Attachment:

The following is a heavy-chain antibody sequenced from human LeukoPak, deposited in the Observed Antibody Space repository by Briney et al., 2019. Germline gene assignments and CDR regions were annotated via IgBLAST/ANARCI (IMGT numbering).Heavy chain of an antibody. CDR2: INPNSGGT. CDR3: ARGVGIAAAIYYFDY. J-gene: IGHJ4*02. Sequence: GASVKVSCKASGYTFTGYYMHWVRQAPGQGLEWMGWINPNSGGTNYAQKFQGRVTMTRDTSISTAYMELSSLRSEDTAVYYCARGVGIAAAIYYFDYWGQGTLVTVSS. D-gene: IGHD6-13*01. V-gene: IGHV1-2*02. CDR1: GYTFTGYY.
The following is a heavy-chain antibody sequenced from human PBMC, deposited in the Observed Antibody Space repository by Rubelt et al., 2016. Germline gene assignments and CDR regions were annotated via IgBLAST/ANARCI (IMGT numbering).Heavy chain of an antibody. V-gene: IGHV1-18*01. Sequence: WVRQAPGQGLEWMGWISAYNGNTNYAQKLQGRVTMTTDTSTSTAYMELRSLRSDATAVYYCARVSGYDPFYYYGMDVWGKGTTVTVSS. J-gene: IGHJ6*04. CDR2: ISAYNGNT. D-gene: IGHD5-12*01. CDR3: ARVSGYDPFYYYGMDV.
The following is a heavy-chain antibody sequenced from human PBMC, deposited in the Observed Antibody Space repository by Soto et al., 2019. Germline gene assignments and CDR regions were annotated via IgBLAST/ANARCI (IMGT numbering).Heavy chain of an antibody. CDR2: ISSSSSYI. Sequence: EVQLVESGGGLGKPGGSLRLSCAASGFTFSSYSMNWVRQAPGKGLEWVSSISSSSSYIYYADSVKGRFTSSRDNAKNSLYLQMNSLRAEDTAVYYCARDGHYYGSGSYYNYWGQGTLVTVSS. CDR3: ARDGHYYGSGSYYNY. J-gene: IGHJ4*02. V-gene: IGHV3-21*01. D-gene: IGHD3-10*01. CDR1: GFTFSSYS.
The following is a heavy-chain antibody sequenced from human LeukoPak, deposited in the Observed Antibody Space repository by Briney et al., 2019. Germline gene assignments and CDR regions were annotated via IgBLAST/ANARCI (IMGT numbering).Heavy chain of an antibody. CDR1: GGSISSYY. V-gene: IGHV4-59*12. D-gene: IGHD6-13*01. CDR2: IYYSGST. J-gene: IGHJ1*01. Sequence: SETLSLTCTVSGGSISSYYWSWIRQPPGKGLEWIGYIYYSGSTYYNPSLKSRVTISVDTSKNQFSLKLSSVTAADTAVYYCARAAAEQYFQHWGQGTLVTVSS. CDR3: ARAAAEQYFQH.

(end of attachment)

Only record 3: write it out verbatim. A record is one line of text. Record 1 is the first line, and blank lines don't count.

The following is a heavy-chain antibody sequenced from human PBMC, deposited in the Observed Antibody Space repository by Soto et al., 2019. Germline gene assignments and CDR regions were annotated via IgBLAST/ANARCI (IMGT numbering).Heavy chain of an antibody. CDR2: ISSSSSYI. Sequence: EVQLVESGGGLGKPGGSLRLSCAASGFTFSSYSMNWVRQAPGKGLEWVSSISSSSSYIYYADSVKGRFTSSRDNAKNSLYLQMNSLRAEDTAVYYCARDGHYYGSGSYYNYWGQGTLVTVSS. CDR3: ARDGHYYGSGSYYNY. J-gene: IGHJ4*02. V-gene: IGHV3-21*01. D-gene: IGHD3-10*01. CDR1: GFTFSSYS.